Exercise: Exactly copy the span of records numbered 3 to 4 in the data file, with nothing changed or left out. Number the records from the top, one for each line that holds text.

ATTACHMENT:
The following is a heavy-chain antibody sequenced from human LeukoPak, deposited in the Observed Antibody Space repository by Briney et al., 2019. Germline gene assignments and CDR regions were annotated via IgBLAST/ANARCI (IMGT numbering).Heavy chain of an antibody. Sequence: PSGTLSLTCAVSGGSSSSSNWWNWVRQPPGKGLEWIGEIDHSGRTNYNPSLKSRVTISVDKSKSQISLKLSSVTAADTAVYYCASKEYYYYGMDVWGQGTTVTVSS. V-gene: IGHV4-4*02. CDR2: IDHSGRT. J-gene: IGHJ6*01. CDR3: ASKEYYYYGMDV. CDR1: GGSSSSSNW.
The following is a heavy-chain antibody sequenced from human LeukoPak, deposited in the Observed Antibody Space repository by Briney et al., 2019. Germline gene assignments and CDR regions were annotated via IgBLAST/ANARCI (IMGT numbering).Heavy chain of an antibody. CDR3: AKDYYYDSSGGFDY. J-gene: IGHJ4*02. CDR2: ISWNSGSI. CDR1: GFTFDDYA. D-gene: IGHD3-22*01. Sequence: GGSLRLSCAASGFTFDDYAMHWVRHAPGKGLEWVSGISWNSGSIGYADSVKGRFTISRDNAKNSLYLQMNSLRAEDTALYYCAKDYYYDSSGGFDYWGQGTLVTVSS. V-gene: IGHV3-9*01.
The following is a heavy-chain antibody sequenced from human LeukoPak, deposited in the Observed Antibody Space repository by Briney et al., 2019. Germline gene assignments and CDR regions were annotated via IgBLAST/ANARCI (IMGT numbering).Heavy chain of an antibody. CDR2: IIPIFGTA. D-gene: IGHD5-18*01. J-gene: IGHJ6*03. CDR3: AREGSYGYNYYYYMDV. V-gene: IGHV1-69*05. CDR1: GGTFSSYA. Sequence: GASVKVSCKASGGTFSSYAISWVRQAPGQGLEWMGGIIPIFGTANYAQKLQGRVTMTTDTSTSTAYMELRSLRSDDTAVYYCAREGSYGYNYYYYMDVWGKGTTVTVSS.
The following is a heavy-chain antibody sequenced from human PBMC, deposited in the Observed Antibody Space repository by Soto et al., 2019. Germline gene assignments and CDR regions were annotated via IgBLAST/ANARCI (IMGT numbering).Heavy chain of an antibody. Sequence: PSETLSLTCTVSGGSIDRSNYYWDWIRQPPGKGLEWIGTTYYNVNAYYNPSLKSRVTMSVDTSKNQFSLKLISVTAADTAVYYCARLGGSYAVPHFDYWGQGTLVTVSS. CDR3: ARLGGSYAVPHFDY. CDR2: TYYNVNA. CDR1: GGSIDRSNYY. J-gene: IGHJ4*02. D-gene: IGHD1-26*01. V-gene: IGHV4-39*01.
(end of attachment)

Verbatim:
The following is a heavy-chain antibody sequenced from human LeukoPak, deposited in the Observed Antibody Space repository by Briney et al., 2019. Germline gene assignments and CDR regions were annotated via IgBLAST/ANARCI (IMGT numbering).Heavy chain of an antibody. CDR2: IIPIFGTA. D-gene: IGHD5-18*01. J-gene: IGHJ6*03. CDR3: AREGSYGYNYYYYMDV. V-gene: IGHV1-69*05. CDR1: GGTFSSYA. Sequence: GASVKVSCKASGGTFSSYAISWVRQAPGQGLEWMGGIIPIFGTANYAQKLQGRVTMTTDTSTSTAYMELRSLRSDDTAVYYCAREGSYGYNYYYYMDVWGKGTTVTVSS.
The following is a heavy-chain antibody sequenced from human PBMC, deposited in the Observed Antibody Space repository by Soto et al., 2019. Germline gene assignments and CDR regions were annotated via IgBLAST/ANARCI (IMGT numbering).Heavy chain of an antibody. Sequence: PSETLSLTCTVSGGSIDRSNYYWDWIRQPPGKGLEWIGTTYYNVNAYYNPSLKSRVTMSVDTSKNQFSLKLISVTAADTAVYYCARLGGSYAVPHFDYWGQGTLVTVSS. CDR3: ARLGGSYAVPHFDY. CDR2: TYYNVNA. CDR1: GGSIDRSNYY. J-gene: IGHJ4*02. D-gene: IGHD1-26*01. V-gene: IGHV4-39*01.